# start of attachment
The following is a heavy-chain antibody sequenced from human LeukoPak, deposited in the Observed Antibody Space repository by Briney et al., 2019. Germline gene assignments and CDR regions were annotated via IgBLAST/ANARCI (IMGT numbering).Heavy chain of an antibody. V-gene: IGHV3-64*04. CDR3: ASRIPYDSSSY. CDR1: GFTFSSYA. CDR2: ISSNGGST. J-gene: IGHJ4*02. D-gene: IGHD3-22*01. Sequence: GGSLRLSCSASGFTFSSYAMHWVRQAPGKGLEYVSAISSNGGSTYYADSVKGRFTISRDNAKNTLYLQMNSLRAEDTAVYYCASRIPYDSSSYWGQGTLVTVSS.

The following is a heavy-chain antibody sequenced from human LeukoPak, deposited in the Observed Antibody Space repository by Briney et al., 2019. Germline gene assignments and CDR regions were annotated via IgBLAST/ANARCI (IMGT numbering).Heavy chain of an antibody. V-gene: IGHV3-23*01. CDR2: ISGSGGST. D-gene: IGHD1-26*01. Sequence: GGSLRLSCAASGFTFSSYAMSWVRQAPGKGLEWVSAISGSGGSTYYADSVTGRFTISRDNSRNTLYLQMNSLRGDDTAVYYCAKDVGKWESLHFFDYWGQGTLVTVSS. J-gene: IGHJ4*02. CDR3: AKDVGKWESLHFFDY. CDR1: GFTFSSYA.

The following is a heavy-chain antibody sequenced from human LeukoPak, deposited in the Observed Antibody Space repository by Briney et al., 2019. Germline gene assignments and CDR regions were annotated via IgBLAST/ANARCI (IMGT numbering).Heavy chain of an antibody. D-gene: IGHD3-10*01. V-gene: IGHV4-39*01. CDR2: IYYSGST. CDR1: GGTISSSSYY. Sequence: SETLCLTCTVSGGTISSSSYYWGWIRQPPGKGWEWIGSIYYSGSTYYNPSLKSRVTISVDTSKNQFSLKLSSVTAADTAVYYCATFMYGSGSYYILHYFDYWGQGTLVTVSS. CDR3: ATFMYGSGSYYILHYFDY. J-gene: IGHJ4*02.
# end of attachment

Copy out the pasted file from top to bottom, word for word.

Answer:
The following is a heavy-chain antibody sequenced from human LeukoPak, deposited in the Observed Antibody Space repository by Briney et al., 2019. Germline gene assignments and CDR regions were annotated via IgBLAST/ANARCI (IMGT numbering).Heavy chain of an antibody. V-gene: IGHV3-64*04. CDR3: ASRIPYDSSSY. CDR1: GFTFSSYA. CDR2: ISSNGGST. J-gene: IGHJ4*02. D-gene: IGHD3-22*01. Sequence: GGSLRLSCSASGFTFSSYAMHWVRQAPGKGLEYVSAISSNGGSTYYADSVKGRFTISRDNAKNTLYLQMNSLRAEDTAVYYCASRIPYDSSSYWGQGTLVTVSS.

The following is a heavy-chain antibody sequenced from human LeukoPak, deposited in the Observed Antibody Space repository by Briney et al., 2019. Germline gene assignments and CDR regions were annotated via IgBLAST/ANARCI (IMGT numbering).Heavy chain of an antibody. V-gene: IGHV3-23*01. CDR2: ISGSGGST. D-gene: IGHD1-26*01. Sequence: GGSLRLSCAASGFTFSSYAMSWVRQAPGKGLEWVSAISGSGGSTYYADSVTGRFTISRDNSRNTLYLQMNSLRGDDTAVYYCAKDVGKWESLHFFDYWGQGTLVTVSS. J-gene: IGHJ4*02. CDR3: AKDVGKWESLHFFDY. CDR1: GFTFSSYA.

The following is a heavy-chain antibody sequenced from human LeukoPak, deposited in the Observed Antibody Space repository by Briney et al., 2019. Germline gene assignments and CDR regions were annotated via IgBLAST/ANARCI (IMGT numbering).Heavy chain of an antibody. D-gene: IGHD3-10*01. V-gene: IGHV4-39*01. CDR2: IYYSGST. CDR1: GGTISSSSYY. Sequence: SETLCLTCTVSGGTISSSSYYWGWIRQPPGKGWEWIGSIYYSGSTYYNPSLKSRVTISVDTSKNQFSLKLSSVTAADTAVYYCATFMYGSGSYYILHYFDYWGQGTLVTVSS. CDR3: ATFMYGSGSYYILHYFDY. J-gene: IGHJ4*02.